Prime Minister David Cameron says changes to the sentencing of drivers guilty of causing death by dangerous driving should be considered. After meeting the families of tandem riders Ross and Clare Simons and those of John Morland and Kris Jarvis, the PM has written to Justice Secretary Chris Grayling recommending and "in depth" look at aspects of sentencing in similar cases.
Ross and Clare Simons were killed in 2013 by Nicholas Lovell, a four-times convicted dangerous driver who failed to stop after hitting the couple.
John Morland and Kris Jarvis were killed by Alexander Walter, who was already banned, over twice the alcohol limit, and doing 70mph in a 30mph zone.
After meeting with the families and their MPs, the Prime Minister said the families had spoken "powerfully" about their loss, and that issues such as length of sentences and automatic early release for those guilty of causing death by dangerous driving should be examined.
In the letter, the PM wrote:
Last week I met Alok Sharma MP, Chris Skidmore MP and the families of John Morland, Kris Jarvis, and Ross and Clare Simons, to discuss the changes to the law that they want to see on causing death by dangerous driving.
The families spoke powerfully about the horrific loss that they have suffered and their strong views that the sentencing framework in place had not delivered justice in their cases.
Whilst noting that we are reviewing this issue so could not make specific commitments now, I agreed that the following issues should be considered in depth as part of the review we are carrying out on sentencing for driving related offences:
The maximum sentence length available for causing death by dangerous driving (currently a 14 year sentence);
Whether offenders convicted of causing death by dangerous driving should be denied automatic early release from prison at the half-way point in the sentence;
The question of whether sentences should be awarded concurrently or consecutively in cases where a number of people are killed as a result of dangerous driving, whilst recognising that the courts normally determine this issue;
The discounts provided for late guilty pleas in these types of cases;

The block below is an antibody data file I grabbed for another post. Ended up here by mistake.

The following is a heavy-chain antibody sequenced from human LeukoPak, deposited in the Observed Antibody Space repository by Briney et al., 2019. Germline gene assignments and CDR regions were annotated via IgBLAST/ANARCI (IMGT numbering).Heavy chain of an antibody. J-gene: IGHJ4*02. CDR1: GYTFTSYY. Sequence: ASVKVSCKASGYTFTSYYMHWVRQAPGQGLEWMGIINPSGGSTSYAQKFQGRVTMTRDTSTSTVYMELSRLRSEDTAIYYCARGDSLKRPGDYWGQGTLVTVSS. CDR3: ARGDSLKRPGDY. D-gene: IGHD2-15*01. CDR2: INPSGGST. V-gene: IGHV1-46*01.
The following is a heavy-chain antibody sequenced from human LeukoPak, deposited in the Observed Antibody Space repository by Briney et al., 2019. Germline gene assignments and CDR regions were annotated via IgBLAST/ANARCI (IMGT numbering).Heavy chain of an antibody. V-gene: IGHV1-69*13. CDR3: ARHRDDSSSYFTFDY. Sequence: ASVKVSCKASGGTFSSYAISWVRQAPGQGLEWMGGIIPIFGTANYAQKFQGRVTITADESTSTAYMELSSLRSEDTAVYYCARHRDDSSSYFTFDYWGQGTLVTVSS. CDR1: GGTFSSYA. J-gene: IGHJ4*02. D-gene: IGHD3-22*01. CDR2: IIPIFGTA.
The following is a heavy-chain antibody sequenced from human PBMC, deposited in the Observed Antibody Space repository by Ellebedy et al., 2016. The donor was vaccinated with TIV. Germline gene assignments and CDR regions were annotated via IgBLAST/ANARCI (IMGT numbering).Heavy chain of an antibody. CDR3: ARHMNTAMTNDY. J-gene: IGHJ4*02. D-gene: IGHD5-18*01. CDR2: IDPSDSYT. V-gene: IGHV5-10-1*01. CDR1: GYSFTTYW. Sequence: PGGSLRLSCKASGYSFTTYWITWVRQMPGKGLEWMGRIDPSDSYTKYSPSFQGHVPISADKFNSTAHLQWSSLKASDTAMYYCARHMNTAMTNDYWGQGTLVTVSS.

The length of the driving ban given to offenders, and the potential for ensuring that no period of their sentence counts towards the driving ban.
Petitions for justice for the riders killed in these crashes have been signed by over 85,000 people.
John has been writing about bikes and cycling for over 30 years since discovering that people were mug enough to pay him for it rather than expecting him to do an honest day's work.
He was heavily involved in the mountain bike boom of the late 1980s as a racer, team manager and race promoter, and that led to writing for Mountain Biking UK magazine shortly after its inception. He got the gig by phoning up the editor and telling him the magazine was rubbish and he could do better. Rather than telling him to get lost, MBUK editor Tym Manley called John’s bluff and the rest is history.
Since then he has worked on MTB Pro magazine and was editor of Maximum Mountain Bike and Australian Mountain Bike magazines, before switching to the web in 2000 to work for CyclingNews.com. Along with road.cc founder Tony Farelly, John was on the launch team for BikeRadar.com and subsequently became editor in chief of Future Publishing’s group of cycling magazines and websites, including Cycling Plus, MBUK, What Mountain Bike and Procycling.
John has also written for Cyclist magazine, edited the BikeMagic website and was founding editor of TotalWomensCycling.com before handing over to someone far more representative of the site's main audience.
He joined road.cc in 2013. He lives in Cambridge where the lack of hills is more than made up for by the headwinds.